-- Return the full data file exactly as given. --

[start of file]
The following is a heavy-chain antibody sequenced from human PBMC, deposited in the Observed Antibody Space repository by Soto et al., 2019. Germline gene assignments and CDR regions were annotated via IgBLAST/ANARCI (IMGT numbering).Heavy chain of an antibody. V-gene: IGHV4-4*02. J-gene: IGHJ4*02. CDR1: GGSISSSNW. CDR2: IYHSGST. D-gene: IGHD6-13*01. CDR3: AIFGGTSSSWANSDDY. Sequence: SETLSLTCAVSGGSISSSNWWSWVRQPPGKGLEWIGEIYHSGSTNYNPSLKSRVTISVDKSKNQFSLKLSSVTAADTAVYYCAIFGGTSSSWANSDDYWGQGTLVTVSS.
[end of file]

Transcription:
The following is a heavy-chain antibody sequenced from human PBMC, deposited in the Observed Antibody Space repository by Soto et al., 2019. Germline gene assignments and CDR regions were annotated via IgBLAST/ANARCI (IMGT numbering).Heavy chain of an antibody. V-gene: IGHV4-4*02. J-gene: IGHJ4*02. CDR1: GGSISSSNW. CDR2: IYHSGST. D-gene: IGHD6-13*01. CDR3: AIFGGTSSSWANSDDY. Sequence: SETLSLTCAVSGGSISSSNWWSWVRQPPGKGLEWIGEIYHSGSTNYNPSLKSRVTISVDKSKNQFSLKLSSVTAADTAVYYCAIFGGTSSSWANSDDYWGQGTLVTVSS.